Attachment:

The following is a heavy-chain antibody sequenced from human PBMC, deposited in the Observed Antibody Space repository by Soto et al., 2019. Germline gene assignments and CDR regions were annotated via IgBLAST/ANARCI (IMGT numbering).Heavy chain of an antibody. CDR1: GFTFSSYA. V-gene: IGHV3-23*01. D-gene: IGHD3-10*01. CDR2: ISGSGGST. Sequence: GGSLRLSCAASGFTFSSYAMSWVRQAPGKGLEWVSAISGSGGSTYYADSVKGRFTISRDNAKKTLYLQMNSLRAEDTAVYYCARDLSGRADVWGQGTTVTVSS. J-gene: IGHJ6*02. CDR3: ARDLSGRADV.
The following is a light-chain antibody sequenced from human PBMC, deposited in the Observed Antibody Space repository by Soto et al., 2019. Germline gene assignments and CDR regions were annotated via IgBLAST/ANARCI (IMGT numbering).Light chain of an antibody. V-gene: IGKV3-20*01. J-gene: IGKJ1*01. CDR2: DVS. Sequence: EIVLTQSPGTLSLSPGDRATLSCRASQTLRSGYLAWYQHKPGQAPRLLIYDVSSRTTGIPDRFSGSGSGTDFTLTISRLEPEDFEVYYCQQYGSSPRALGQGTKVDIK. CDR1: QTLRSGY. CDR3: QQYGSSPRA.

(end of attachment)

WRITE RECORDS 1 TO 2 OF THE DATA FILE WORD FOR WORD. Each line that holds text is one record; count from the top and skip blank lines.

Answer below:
The following is a heavy-chain antibody sequenced from human PBMC, deposited in the Observed Antibody Space repository by Soto et al., 2019. Germline gene assignments and CDR regions were annotated via IgBLAST/ANARCI (IMGT numbering).Heavy chain of an antibody. CDR1: GFTFSSYA. V-gene: IGHV3-23*01. D-gene: IGHD3-10*01. CDR2: ISGSGGST. Sequence: GGSLRLSCAASGFTFSSYAMSWVRQAPGKGLEWVSAISGSGGSTYYADSVKGRFTISRDNAKKTLYLQMNSLRAEDTAVYYCARDLSGRADVWGQGTTVTVSS. J-gene: IGHJ6*02. CDR3: ARDLSGRADV.
The following is a light-chain antibody sequenced from human PBMC, deposited in the Observed Antibody Space repository by Soto et al., 2019. Germline gene assignments and CDR regions were annotated via IgBLAST/ANARCI (IMGT numbering).Light chain of an antibody. V-gene: IGKV3-20*01. J-gene: IGKJ1*01. CDR2: DVS. Sequence: EIVLTQSPGTLSLSPGDRATLSCRASQTLRSGYLAWYQHKPGQAPRLLIYDVSSRTTGIPDRFSGSGSGTDFTLTISRLEPEDFEVYYCQQYGSSPRALGQGTKVDIK. CDR1: QTLRSGY. CDR3: QQYGSSPRA.